Others, though, claim that the MVP is a classic example of a lavish scheme which makes donors feel good, and creates nice photo opportunities for people like Ban Ki-Moon, but does little to bring about lasting change. Perhaps the most high-profile critic is William Easterly; a mild-mannered, grey-bearded Professor of Economics at New York University who argues that Sachs and his ilk are “resoundingly right about the tragedy of world poverty”, but have a dangerous habit of proposing absurd solutions; “large-scale crash programs” which are modern-day versions of Mao’s Great Leap Forward, dreamt up by unaccountable outsiders and rooted in a neo-colonial “arrogance that ‘we’ know exactly how to fix ‘them’”. Others, argue that the Millennium Villages’ gleaming health clinics and new school buildings are nice to have, but that similar results could be achieved for much less money – the MVP typically invests about $120 per villager per year, an extraordinary amount in places where the government’s entire health budget might amount to $25 per person per year. The debate continues, but as the Economist once noted, “for something designed to improve lives in some of the poorest parts of the world, the Millennium Villages Project certainly stirs up a lot of bad blood”.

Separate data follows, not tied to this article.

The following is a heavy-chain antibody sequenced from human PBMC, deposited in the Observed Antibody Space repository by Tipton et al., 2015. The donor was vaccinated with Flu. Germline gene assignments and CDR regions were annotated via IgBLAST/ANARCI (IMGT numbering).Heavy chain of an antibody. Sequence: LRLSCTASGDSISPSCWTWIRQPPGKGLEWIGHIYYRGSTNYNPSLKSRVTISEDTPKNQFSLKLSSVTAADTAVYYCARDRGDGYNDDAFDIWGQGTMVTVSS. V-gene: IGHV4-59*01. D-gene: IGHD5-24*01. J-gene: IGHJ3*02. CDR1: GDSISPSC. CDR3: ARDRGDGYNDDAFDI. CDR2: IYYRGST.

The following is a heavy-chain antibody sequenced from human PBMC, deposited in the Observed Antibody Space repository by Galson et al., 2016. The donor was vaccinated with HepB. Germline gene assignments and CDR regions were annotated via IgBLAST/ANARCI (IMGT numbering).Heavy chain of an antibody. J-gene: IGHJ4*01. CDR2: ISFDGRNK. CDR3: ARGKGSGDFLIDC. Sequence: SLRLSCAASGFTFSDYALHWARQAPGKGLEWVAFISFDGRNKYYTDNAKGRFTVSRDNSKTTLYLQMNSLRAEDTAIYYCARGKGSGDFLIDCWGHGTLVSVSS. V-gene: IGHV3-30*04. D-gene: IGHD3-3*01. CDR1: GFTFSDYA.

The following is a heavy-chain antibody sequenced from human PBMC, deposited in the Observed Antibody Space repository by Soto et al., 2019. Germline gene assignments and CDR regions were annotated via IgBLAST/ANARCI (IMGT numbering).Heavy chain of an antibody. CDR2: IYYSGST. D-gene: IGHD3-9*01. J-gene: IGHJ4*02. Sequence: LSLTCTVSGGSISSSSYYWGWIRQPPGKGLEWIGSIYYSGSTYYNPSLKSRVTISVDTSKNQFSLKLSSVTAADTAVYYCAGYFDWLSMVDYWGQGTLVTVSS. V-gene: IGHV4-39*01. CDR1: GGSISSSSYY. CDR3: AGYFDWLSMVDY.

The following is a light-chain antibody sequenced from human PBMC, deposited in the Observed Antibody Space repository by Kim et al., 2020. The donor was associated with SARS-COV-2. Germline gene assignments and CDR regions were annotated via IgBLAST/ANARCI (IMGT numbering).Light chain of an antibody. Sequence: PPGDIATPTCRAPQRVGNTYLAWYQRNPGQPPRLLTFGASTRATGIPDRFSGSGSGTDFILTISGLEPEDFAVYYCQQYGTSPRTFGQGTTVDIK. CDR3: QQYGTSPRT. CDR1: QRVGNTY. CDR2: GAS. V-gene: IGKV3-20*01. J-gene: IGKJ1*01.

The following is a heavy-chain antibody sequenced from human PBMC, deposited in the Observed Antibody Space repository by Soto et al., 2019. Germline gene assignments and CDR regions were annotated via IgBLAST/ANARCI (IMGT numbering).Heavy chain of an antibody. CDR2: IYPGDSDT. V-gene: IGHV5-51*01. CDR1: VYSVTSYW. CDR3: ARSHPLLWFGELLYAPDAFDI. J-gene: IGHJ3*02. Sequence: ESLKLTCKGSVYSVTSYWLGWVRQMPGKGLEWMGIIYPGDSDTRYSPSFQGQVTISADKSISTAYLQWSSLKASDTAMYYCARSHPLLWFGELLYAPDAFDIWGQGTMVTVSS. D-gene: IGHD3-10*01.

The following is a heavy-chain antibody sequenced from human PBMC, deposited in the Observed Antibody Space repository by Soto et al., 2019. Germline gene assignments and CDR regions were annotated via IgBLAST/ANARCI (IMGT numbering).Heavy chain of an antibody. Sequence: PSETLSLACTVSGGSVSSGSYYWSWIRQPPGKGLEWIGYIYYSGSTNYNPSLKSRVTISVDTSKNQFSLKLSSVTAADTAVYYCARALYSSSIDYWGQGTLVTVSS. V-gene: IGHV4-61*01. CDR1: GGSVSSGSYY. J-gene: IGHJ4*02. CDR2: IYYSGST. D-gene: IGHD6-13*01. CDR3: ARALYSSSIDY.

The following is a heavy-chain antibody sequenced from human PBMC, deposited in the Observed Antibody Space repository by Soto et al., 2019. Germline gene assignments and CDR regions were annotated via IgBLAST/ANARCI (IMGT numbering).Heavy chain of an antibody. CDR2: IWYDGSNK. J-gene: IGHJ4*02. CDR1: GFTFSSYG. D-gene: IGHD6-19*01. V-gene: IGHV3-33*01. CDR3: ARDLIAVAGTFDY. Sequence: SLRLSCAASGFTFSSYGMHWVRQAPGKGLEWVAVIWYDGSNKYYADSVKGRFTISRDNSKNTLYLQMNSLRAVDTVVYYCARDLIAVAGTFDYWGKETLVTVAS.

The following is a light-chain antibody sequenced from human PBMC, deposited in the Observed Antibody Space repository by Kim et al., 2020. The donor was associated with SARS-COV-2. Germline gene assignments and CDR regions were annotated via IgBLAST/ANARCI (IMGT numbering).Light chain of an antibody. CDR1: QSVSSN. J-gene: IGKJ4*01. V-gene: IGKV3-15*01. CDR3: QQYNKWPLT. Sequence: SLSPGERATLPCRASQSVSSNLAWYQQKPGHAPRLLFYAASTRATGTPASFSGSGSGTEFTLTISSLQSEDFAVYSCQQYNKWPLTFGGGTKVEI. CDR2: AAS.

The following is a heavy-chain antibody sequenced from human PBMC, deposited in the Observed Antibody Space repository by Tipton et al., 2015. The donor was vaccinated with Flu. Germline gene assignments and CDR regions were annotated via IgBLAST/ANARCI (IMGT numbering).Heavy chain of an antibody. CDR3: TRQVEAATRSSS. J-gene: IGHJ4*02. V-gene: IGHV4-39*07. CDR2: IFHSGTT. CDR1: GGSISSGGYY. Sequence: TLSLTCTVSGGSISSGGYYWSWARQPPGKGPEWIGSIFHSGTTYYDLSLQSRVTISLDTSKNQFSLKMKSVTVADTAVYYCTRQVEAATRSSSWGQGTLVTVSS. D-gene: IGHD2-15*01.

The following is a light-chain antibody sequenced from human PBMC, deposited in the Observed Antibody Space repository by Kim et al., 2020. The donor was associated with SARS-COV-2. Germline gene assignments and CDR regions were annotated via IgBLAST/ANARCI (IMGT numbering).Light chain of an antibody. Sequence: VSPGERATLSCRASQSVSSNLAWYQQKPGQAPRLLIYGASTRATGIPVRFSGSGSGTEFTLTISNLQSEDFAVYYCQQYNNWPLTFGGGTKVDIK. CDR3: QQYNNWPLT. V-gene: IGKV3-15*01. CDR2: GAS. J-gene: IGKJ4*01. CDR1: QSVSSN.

Wandering around Mwandama, I was surprised to find myself agreeing with the critics. It was clear that some of the infrastructure which had been built represented a great achievement, but – months after the original 2015 deadline for “solving” poverty in the Millennium Villages had passed – a lot of it still seemed half-finished. One woman I spoke to was proud to show me the neat little house which the MVP had built her, but quick to point out that it didn’t include a bathroom. “I have to go to the toilet at the clinic”, she said “and so do all my neighbours. It gets very dirty sometimes. Even the health workers have to go and wash their hands in this toilet building, when it is dirty, and then go back to treat the patients with their dirty hands. That is not good”. Weirdly, at mid-morning on a weekday, the whole village was practically deserted. The men may have been working in the fields, but there were no children in the school, and neither staff nor patients at the shiny health clinic. The Grain Bank looked empty. At the school, the first classroom I looked in was far nicer than most others I’d seen in Malawi, but the next was completely bare. Another contained only two things: an upturned green plastic bucket and what looked like a dead chicken. photo 2The fourth classroom was filled with a mighty jumble of broken, unused desks, which looked as if they had been dumped there by a passing hurricane.
As I peered inside, a boy of about eight ran up behind me, curious and slightly scared of the visiting white man. “Do you go to school here? Do you like it?” I asked. “No school!” he grinned, turning and running away across the red dust of the playing field.